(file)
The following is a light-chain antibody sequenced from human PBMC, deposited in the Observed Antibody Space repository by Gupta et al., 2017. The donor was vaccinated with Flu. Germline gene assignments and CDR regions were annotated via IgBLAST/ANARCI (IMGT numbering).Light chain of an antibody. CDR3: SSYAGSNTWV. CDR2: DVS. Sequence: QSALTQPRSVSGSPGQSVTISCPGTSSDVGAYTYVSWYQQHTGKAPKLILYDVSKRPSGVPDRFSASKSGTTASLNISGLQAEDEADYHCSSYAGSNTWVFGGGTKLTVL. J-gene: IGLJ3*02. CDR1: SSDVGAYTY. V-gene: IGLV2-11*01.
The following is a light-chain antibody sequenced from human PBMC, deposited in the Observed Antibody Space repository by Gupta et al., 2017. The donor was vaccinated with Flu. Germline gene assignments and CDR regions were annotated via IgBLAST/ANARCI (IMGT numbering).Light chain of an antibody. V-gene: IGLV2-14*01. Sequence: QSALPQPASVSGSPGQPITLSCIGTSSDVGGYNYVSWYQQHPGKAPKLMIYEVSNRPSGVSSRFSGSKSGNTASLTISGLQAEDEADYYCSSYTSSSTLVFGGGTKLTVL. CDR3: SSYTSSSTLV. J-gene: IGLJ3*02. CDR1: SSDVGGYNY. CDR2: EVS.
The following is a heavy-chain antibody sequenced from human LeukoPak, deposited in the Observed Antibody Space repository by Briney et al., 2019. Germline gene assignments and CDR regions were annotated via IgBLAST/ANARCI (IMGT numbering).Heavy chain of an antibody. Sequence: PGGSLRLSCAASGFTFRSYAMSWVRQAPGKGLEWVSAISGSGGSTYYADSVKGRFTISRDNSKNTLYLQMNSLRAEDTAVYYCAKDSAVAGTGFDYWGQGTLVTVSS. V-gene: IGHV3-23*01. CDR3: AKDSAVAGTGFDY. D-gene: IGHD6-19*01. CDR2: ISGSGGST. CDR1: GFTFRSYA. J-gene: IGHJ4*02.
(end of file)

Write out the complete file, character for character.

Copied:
The following is a light-chain antibody sequenced from human PBMC, deposited in the Observed Antibody Space repository by Gupta et al., 2017. The donor was vaccinated with Flu. Germline gene assignments and CDR regions were annotated via IgBLAST/ANARCI (IMGT numbering).Light chain of an antibody. CDR3: SSYAGSNTWV. CDR2: DVS. Sequence: QSALTQPRSVSGSPGQSVTISCPGTSSDVGAYTYVSWYQQHTGKAPKLILYDVSKRPSGVPDRFSASKSGTTASLNISGLQAEDEADYHCSSYAGSNTWVFGGGTKLTVL. J-gene: IGLJ3*02. CDR1: SSDVGAYTY. V-gene: IGLV2-11*01.
The following is a light-chain antibody sequenced from human PBMC, deposited in the Observed Antibody Space repository by Gupta et al., 2017. The donor was vaccinated with Flu. Germline gene assignments and CDR regions were annotated via IgBLAST/ANARCI (IMGT numbering).Light chain of an antibody. V-gene: IGLV2-14*01. Sequence: QSALPQPASVSGSPGQPITLSCIGTSSDVGGYNYVSWYQQHPGKAPKLMIYEVSNRPSGVSSRFSGSKSGNTASLTISGLQAEDEADYYCSSYTSSSTLVFGGGTKLTVL. CDR3: SSYTSSSTLV. J-gene: IGLJ3*02. CDR1: SSDVGGYNY. CDR2: EVS.
The following is a heavy-chain antibody sequenced from human LeukoPak, deposited in the Observed Antibody Space repository by Briney et al., 2019. Germline gene assignments and CDR regions were annotated via IgBLAST/ANARCI (IMGT numbering).Heavy chain of an antibody. Sequence: PGGSLRLSCAASGFTFRSYAMSWVRQAPGKGLEWVSAISGSGGSTYYADSVKGRFTISRDNSKNTLYLQMNSLRAEDTAVYYCAKDSAVAGTGFDYWGQGTLVTVSS. V-gene: IGHV3-23*01. CDR3: AKDSAVAGTGFDY. D-gene: IGHD6-19*01. CDR2: ISGSGGST. CDR1: GFTFRSYA. J-gene: IGHJ4*02.